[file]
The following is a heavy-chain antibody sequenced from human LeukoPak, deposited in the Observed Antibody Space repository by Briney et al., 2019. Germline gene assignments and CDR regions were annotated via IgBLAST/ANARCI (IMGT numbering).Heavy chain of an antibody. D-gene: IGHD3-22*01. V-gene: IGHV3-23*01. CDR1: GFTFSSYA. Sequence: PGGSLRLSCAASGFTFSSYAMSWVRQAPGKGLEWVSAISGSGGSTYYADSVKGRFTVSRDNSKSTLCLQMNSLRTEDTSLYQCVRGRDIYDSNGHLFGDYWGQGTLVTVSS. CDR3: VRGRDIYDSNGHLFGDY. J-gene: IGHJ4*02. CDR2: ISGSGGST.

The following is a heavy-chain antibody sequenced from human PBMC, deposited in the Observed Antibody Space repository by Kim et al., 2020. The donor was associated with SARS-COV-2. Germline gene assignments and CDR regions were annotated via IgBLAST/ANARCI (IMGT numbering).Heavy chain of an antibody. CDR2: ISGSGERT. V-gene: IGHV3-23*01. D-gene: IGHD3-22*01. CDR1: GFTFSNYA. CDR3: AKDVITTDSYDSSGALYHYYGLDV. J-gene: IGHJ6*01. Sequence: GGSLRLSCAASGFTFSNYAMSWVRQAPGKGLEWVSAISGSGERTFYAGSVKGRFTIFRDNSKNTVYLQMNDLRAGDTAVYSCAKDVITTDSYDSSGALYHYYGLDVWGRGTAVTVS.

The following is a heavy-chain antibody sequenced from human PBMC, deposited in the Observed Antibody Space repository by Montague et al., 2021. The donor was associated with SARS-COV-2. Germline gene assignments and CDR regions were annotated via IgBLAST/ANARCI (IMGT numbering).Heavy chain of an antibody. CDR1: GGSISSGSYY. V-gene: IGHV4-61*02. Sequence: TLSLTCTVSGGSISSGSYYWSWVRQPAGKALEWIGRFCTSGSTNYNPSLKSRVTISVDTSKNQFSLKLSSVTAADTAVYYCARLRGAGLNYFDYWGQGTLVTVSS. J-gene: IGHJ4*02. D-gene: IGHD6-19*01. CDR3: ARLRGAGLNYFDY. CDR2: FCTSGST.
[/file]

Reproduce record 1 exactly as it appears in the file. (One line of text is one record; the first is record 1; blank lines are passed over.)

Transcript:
The following is a heavy-chain antibody sequenced from human LeukoPak, deposited in the Observed Antibody Space repository by Briney et al., 2019. Germline gene assignments and CDR regions were annotated via IgBLAST/ANARCI (IMGT numbering).Heavy chain of an antibody. D-gene: IGHD3-22*01. V-gene: IGHV3-23*01. CDR1: GFTFSSYA. Sequence: PGGSLRLSCAASGFTFSSYAMSWVRQAPGKGLEWVSAISGSGGSTYYADSVKGRFTVSRDNSKSTLCLQMNSLRTEDTSLYQCVRGRDIYDSNGHLFGDYWGQGTLVTVSS. CDR3: VRGRDIYDSNGHLFGDY. J-gene: IGHJ4*02. CDR2: ISGSGGST.